An Early “Looking Glass”

American craftsmen used classical designs



Thank you for sending me an image of your Federal period looking-glass or mirror. It is a nice example from the early 1800s. For centuries, mirrors have long been items of fascination. From the ancient Greek myth of Narcissus utilizing still water to see his reflection to modern technology utilizing mirrors in lasers and telescopes, the science of reflection continues to grow today.

Glass plate mirrors, as we know them today, gained popularity in the Renaissance period in Italy. Italy was known for experimenting with and manufacturing glass. These silvered reflective pieces of glass became quite the rage as not only were they used to reflect and magnify a light source, but also were used to view oneself — hence the term looking-glass. As with many advances of science, mirrors were copied and improved upon. Soon production spread throughout Europe and eventually to North America.

In the 19th century, the mystique of mirrors also made them a popular source of trade during times of exploration in South America and the westward expansion of the American frontier. At that time, inexpensive reflective glass mirrors were even traded for gold!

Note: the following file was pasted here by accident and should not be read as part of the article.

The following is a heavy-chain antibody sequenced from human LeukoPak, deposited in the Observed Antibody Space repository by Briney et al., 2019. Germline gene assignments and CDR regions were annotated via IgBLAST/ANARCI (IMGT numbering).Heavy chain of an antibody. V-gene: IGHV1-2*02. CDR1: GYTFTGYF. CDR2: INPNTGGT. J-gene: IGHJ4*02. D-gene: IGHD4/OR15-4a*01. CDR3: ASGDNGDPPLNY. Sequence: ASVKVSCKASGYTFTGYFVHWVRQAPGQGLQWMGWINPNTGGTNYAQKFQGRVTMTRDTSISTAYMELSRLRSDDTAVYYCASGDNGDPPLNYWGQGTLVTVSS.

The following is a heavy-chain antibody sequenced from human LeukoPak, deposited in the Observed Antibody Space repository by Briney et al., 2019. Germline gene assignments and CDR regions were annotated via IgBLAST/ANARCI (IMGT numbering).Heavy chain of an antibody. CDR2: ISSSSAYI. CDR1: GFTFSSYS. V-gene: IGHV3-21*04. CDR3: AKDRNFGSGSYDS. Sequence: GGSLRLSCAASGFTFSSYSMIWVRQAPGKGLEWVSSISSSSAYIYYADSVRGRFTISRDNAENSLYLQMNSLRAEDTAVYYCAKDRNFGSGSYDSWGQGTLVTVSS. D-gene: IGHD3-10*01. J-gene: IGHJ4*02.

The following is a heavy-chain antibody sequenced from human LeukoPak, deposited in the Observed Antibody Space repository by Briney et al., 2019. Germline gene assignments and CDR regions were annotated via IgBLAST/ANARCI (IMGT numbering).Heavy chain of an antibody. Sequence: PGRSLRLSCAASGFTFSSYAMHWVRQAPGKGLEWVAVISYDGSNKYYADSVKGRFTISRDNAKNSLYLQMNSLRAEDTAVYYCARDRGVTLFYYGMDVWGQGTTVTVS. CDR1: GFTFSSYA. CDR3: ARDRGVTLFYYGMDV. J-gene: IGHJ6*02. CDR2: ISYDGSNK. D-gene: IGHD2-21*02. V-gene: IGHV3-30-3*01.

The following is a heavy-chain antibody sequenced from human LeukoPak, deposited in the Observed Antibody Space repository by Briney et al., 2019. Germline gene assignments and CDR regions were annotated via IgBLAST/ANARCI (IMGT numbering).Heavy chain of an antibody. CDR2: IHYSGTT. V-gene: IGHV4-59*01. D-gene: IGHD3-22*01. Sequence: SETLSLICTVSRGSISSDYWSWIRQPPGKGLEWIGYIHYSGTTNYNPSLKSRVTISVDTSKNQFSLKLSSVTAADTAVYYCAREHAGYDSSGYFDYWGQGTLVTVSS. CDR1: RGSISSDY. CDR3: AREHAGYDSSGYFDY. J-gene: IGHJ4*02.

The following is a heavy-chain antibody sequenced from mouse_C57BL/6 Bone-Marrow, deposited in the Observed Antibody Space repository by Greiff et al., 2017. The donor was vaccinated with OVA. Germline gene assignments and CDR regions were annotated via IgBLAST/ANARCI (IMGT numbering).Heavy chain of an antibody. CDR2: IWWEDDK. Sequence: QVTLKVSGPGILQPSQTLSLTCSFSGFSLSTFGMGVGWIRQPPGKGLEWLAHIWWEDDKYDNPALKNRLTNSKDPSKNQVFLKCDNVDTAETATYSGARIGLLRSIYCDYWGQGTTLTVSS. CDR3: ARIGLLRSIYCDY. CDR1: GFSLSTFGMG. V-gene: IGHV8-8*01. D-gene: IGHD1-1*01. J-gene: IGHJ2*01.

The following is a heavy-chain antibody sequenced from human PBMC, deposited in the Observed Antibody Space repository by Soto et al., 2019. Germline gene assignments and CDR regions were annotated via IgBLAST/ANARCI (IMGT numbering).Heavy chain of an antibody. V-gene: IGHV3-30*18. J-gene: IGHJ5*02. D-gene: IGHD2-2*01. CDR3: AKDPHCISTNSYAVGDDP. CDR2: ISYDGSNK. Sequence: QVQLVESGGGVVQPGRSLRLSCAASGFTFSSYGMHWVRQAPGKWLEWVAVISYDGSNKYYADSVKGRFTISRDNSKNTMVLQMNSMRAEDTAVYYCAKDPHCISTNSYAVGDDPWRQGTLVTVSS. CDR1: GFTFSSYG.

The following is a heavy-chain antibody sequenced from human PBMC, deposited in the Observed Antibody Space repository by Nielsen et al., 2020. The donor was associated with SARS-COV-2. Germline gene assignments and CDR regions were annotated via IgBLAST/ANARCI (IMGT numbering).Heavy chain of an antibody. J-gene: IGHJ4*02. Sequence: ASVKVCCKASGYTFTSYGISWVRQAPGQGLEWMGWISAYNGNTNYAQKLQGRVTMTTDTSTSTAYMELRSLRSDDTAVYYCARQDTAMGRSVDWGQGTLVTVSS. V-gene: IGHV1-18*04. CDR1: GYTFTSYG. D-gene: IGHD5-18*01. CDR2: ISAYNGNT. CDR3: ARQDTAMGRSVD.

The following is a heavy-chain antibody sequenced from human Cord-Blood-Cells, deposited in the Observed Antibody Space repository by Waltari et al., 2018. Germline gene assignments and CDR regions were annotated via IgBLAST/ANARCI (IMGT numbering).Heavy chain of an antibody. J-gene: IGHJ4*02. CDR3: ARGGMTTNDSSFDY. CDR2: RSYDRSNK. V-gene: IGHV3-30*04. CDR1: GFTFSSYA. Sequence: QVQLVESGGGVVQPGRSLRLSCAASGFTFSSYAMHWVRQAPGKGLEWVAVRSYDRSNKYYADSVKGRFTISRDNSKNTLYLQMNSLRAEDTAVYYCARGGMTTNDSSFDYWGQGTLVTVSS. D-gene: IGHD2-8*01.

Your mirror celebrates the Federal period (circa 1789-1823) of furniture making in the United States. Having recently gained independence from England, American craftsman still looked to European classical design sources for inspiration in their work; however, they gave the pieces their own less-conforming design attributes and used more readily available wood choices such as American cherry and maple.

This Federal mirror is grandly decorated in contrasting burnished gold leaf. Its archetypal stepped molded cornice with hanging spherules surmounts an eglomise panel (term for reverse painting on glass) depicting American ships at sea. Concave columns with twisted rope molding flank the frame.

Its overall design relates to similar mirrors made in the Boston area circa 1810-1820.

Antique mirrors come in myriad array of different shapes and styles. They are wonderful to have in the home for both form and function, and have terrific character with their old glass and reflective qualities. We regularly have vintage and antique mirrors on display in our shop, ranging from as little as $25 to more than $10,000.

Your mirror appears to be in an excellent state of preservation, retaining its original mirror plate, backboards and gilding. I would estimate its value in today’s market at $900.

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